Monday, January 20, 2020

Shana Minkin's "Imperial Bodies"

Shana Minkin is Associate Professor of International and Global Studies at Sewanee: The University of the South.

She applied the “Page 99 Test” to her new book, Imperial Bodies: Empire and Death in Alexandria, Egypt, and reported the following:
The end of the first paragraph of page 99 of Imperial Bodies reads as follows:
Civil registers and inquests helped empires know their subjects, imperial bodies that could be divided into the categories that the empire might need. There was always a desire to delineate in empire; the imperial state needed to know the difference between citizen, subject, and protégé in order to function properly. The institutions of such divisions created [the] “liminal subject of empire,” the person who crosses those legal lines. In Alexandria, it was often the consulates that moved those lines in attempting to capture the body of that liminal subject. The French Consulate used registers to document, divide, and manage its dead. By doing so, it showed that the barriers between citizen, subject, and protégé were at times firm and at times supple. Nonterritorial empire moved and shifted as needed to fill the pages of its registers, to claim its subjects, including protégés, and citizens. The inquests, in memorializing British subjects who lived far beyond the boundaries of British community, did much of the same work. Together the registers and inquests reveal that the process of investigating and recording death intertwined the consulates with local space and governance. Thus were consulate bureaucrats turned into archivists of Egypt even as they produced the building blocks— or, rather, the building bodies—of imperialism.
This paragraph concludes the introductory section of the fourth chapter, “Dying to be British, Dying to be French.” It lays out the primary argument, which is that the documentary processes of death (registrations, inquests) facilitated the sorting of peoples into the categories of empire. These bureaucratic practices were tools of community, of the British and French empires, and of the nascent Egyptian state. This argument is a central feature of my book, which uses hospitals, funerals, and cemeteries alongside the documentation of death to demonstrate that death was essential to the building and maintenance of empire in Egypt.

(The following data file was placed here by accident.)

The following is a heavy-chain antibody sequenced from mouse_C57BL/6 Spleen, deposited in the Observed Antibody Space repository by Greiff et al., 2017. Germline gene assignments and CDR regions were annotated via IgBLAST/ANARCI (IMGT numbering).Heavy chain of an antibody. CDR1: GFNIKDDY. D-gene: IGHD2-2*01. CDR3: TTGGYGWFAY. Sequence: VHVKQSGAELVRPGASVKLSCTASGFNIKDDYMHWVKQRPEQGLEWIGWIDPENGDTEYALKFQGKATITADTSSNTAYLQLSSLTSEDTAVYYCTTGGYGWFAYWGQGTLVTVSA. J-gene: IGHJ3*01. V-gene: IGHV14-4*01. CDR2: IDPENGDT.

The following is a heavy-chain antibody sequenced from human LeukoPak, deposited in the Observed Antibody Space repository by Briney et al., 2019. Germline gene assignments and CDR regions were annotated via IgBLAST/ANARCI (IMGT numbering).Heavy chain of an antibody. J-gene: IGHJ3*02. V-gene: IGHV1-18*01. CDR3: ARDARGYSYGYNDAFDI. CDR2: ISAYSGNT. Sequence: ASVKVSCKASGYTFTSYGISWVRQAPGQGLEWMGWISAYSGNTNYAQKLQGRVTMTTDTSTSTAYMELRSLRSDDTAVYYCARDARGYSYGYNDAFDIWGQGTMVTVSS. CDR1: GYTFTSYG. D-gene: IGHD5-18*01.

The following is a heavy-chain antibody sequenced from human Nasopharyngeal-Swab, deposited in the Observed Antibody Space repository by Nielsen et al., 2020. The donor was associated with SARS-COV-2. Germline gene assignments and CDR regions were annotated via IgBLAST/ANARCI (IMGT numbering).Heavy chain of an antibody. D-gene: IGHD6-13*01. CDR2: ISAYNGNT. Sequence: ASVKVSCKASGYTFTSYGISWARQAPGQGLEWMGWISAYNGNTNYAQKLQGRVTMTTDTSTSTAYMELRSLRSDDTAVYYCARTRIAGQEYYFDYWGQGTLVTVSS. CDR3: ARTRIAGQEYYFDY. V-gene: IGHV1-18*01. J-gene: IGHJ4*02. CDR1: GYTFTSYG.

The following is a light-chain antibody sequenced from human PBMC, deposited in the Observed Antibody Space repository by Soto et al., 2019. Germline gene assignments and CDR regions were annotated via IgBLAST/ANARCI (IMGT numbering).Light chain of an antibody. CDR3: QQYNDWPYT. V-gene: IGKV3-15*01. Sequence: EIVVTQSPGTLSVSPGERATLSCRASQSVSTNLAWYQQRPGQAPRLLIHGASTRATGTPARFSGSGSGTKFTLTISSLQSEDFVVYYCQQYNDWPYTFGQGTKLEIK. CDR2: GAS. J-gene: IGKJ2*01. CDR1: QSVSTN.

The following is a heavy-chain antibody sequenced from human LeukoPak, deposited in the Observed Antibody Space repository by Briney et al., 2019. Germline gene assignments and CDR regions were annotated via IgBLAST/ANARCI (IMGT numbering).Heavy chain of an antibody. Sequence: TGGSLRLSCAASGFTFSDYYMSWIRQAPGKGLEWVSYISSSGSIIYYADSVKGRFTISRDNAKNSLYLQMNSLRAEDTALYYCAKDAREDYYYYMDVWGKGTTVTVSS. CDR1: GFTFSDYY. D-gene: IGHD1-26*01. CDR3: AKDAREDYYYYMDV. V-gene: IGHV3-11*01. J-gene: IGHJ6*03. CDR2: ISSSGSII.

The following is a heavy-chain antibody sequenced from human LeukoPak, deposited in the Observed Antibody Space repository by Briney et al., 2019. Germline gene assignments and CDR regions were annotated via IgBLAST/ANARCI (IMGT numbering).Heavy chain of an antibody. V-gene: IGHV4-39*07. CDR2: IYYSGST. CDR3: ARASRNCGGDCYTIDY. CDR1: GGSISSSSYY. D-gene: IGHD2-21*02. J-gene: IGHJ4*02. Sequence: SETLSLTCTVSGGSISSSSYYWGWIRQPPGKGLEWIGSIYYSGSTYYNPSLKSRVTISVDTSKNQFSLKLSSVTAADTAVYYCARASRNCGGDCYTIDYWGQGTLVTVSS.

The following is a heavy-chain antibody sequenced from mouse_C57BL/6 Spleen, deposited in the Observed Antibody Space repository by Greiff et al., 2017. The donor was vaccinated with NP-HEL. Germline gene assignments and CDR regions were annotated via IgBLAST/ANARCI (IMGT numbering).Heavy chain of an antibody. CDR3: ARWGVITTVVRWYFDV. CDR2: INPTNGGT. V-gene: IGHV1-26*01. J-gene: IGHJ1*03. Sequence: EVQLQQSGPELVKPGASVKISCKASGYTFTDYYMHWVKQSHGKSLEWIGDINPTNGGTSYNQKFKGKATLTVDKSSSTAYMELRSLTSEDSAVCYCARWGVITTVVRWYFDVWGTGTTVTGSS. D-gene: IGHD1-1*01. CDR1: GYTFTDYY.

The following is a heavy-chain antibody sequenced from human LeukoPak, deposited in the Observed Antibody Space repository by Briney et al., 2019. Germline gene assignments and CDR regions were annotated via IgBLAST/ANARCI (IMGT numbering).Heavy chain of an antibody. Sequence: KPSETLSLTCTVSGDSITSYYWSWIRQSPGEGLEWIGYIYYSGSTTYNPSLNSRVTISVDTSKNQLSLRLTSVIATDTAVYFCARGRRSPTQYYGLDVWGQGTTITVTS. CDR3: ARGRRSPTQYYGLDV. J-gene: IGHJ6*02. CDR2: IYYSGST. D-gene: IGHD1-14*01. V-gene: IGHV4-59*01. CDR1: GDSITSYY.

Page 99 also introduces the reader to primary actors in my book: the British and French consular officials who played the role of the mundane creators of empire. A key finding of mine is that, in the realm of death, the central British colonial state was mostly irrelevant. Consulates worked with the Egyptian national state, and the British consulate and community had no special benefit evident in the struggle for land to build hospitals and cemeteries. In this chapter, consular workers serve as the primary interlocutors among the dead, the communities of the living, and the imperial and national states. As such, with its introduction to both the primary arguments and some of the main actors of this book, page 99 is a very good representation of what is in store for readers.
Learn more about Imperial Bodies at the Stanford University Press website.

--Marshal Zeringue